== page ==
The controller is the biggest change by far from previous GearVR headsets though, and brings about a brand new way of interacting with mobile VR content than Samsung users have ever had before. Just like with Google’s Daydream View headset, this new controller features a 9-axis gyro built into it, helping to detect natural movements to use in VR content. The controller can be used as a sword, gun, screwdriver or any other tool you can imagine, including a simple pointing mechanism for selecting items and interacting with the virtual world. Movement is near identical to the Daydream View’s controller, and will feel exactly like the remotes from Nintendo’s Wii did. This means accurate 1:1 rotational movements with your hand, allowing you to completely rotate the controller 360-degrees, swing it around and perform certain other movements with it.
Spatial movement is also available in some apps and games, although it's not going to replicate 1:1 with real world space, meaning if you extend your arm, the controller likely won’t follow. This slight deviation from actual space means that you'll need to reset the controller from time to time, something that's easily done by pointing it forward and holding down the home button. A circular indicator pops up letting you know that the controller is resetting, and within 3 seconds the controller is back in the right spot. Drift seems about on part with Google's Daydream View controller, and I found myself only having to reset its position after 5-10 minutes of vigorous play. Games that use more simple button inputs and less swiping or rotating will get away with needing a reset far less.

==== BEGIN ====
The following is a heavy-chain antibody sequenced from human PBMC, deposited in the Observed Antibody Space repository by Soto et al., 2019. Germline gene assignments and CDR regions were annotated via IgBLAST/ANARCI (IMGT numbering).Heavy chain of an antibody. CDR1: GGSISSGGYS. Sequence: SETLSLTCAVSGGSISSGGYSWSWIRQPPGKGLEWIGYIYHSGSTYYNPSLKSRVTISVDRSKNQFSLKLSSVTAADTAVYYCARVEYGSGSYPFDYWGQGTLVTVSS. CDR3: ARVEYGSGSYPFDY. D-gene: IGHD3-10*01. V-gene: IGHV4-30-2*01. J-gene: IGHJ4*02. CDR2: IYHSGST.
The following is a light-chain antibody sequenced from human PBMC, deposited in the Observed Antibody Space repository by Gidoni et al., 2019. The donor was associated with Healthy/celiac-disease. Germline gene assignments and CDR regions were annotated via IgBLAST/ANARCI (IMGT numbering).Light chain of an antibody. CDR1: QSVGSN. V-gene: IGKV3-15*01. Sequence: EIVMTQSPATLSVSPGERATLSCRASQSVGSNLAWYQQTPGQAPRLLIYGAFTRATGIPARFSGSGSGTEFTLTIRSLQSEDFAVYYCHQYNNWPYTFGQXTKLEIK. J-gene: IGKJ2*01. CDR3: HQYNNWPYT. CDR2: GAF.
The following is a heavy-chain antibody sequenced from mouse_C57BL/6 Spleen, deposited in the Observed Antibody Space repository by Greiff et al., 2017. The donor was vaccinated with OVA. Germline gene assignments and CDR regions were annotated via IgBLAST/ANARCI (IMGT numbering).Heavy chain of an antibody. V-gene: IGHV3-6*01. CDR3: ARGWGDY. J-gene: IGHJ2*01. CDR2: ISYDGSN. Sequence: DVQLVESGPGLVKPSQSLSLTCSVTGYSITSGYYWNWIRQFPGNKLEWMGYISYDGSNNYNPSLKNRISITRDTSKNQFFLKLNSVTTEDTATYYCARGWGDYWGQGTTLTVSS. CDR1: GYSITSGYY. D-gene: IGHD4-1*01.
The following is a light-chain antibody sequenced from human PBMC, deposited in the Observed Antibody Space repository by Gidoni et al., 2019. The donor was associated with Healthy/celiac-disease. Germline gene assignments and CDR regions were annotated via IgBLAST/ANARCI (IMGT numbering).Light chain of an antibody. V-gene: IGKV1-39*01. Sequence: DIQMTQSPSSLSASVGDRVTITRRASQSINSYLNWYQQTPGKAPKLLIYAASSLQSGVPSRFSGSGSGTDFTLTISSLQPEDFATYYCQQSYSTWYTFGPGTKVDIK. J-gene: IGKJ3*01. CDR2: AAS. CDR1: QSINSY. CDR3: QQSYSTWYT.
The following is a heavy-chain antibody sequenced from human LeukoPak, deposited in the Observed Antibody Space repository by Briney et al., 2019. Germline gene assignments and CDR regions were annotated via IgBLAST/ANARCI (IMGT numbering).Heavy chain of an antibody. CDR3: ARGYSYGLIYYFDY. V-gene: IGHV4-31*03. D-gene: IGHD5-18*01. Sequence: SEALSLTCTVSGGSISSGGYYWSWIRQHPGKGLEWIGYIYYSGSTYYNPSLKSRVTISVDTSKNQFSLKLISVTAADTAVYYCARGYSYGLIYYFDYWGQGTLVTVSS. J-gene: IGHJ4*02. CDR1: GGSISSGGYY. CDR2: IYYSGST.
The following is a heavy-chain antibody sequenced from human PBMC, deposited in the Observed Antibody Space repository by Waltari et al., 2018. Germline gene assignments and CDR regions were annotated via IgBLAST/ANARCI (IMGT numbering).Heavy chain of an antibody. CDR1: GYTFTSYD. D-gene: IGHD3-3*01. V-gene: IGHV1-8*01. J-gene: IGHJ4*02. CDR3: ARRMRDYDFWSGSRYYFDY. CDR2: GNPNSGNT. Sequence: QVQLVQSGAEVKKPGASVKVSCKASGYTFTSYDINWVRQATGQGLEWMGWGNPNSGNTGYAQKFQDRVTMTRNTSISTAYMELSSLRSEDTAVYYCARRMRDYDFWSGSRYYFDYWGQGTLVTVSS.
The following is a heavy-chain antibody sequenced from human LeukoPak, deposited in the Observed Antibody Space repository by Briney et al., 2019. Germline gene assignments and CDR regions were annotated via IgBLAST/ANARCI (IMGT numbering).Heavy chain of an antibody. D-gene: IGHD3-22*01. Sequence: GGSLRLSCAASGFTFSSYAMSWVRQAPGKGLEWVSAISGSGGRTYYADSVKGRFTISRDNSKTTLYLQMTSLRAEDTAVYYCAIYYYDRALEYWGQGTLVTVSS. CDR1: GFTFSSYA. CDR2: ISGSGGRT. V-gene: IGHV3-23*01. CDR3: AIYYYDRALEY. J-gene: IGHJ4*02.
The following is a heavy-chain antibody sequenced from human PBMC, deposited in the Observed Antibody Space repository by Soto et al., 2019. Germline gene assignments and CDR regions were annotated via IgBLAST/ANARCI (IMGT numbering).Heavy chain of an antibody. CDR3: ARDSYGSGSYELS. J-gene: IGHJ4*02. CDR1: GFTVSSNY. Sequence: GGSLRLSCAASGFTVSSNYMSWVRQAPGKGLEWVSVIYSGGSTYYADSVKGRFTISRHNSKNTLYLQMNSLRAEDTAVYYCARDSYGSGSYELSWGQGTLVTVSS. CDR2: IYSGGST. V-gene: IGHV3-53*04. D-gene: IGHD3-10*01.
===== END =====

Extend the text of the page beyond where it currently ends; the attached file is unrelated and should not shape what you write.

The controller itself is powered by two AAA batteries, a choice that has some negatives and positives when comparing to the built-in rechargeable Li-Ion battery inside the Google Daydream View controller. The negatives mainly come in weight, where the GearVR controller is substantially heavier than Google's VR motion controller, however this weight does help to give it a bit more of a quality feel and makes the unit feel less hollow than Google's does. While there could be environmental concerns of disposable batteries being used for this function, rechargeable AAA batteries are incredibly easy to find, and offer more than enough incentive to buy them anyway. Having the ability to switch out batteries instead of having to charge the controller mid-gaming session is beyond worth any trade off in weight, and the capacity of two AAA batteries far exceeds that of the Li-Ion used in Google's controller. The rated 80-hour battery life certainly seems plausible, given the fact that I was still using the AAA batteries included in the packaging after several months of usage on and off.